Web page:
Rupert Murdoch must have imagined Steve Jobs would be a feisty dinner guest. Even still, the News Corp. chairman couldn't have foreseen that, in one night at the mogul's Carmel, California ranch, Jobs would call his tech people incompetent, get a guy fired, and say that Fox News was literally destroying the world.

Walter Isaacson's new biography of the Apple co-founder says Jobs railed against the conservative news channel and tried to convince Murdoch to shut it down. His comments came at the 2010 iteration of News Corp.'s annual management retreat. Isaacson writes:

In return for speaking at the retreat, Jobs got Murdoch to hear him out on Fox News, which he believed was destructive, harmful to the nation, and a blot on Murdoch's reputation. "You're blowing it with Fox News," Jobs told him over dinner. "The axis today is not liberal and conservative, the axis is conservative-destructive, and you've cast your lot with the destructive people. Fox has become a destructive force in our society. You can be better, and this is going to be your legacy if you're not careful." Jobs said he thought Murdoch did not really like how far Fox has gone. "Rupert's a builder, not a tearer-downer," he said...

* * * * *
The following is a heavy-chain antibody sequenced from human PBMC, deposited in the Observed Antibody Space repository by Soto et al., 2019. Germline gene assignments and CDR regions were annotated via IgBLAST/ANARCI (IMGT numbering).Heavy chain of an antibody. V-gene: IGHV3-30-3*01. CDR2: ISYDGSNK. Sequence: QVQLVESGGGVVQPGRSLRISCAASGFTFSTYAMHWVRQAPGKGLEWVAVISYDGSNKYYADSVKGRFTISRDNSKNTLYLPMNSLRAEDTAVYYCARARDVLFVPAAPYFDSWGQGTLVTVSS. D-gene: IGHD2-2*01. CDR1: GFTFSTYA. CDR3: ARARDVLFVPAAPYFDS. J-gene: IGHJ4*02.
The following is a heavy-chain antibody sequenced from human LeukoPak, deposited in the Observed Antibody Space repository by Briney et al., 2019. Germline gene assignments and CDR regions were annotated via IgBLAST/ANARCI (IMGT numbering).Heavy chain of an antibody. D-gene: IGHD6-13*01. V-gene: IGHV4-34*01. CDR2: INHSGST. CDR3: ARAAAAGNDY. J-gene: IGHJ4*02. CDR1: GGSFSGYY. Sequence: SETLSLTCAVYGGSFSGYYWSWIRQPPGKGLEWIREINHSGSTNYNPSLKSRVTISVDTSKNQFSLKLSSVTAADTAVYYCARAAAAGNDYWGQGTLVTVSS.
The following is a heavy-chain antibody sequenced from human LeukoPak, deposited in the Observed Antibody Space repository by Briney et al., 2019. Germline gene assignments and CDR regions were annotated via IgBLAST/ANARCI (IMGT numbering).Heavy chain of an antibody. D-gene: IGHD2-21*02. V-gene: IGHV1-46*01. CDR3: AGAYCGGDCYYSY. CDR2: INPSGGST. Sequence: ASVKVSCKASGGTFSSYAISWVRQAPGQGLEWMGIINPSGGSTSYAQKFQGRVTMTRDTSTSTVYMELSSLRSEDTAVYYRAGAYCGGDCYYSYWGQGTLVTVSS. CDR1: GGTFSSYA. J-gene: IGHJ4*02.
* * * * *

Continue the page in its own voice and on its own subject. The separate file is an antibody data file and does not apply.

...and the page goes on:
Murdoch later said he was used to people like Jobs complaining about Fox. "He's got sort of a left wing view on this," he said. Jobs asked him to have his folks make a reel of Sean Hannity and Glenn Beck shows - he thought they were more destructive than Bill O'Reilly - and Murdoch agreed to do so.

Isaacson's book also confirms our 2010 item about how the Wall Street Journal's Gordon McLeod got fired for crossing Jobs at the same Carmel retreat. According to the biography, Jobs said in a post-dinner Q&A that newspapers like the Journal were bungling their use of technology, in part because "you're in New York and anyone who's any good at tech works in Silicon Valley." McLeod, a Gotham based digital executive, took issue, and later told Jobs, "thanks, it was a wonderful evening, but you probably cost me my job." Murdoch added, "It ended up being true."

Hannity, Beck, O'Reilly and paranoiac Fox News boss Roger Ailes, meanwhile, all still have their jobs. It sounds like somebody missed Steve Jobs's point. If a master persuader of Jobs's caliber couldn't break Murdoch's loyalty to Ailes, it's hard to imagine anyone else will, either.

[Photo of Jobs and Isaacson's book via Getty. Photo of Murdoch via AP]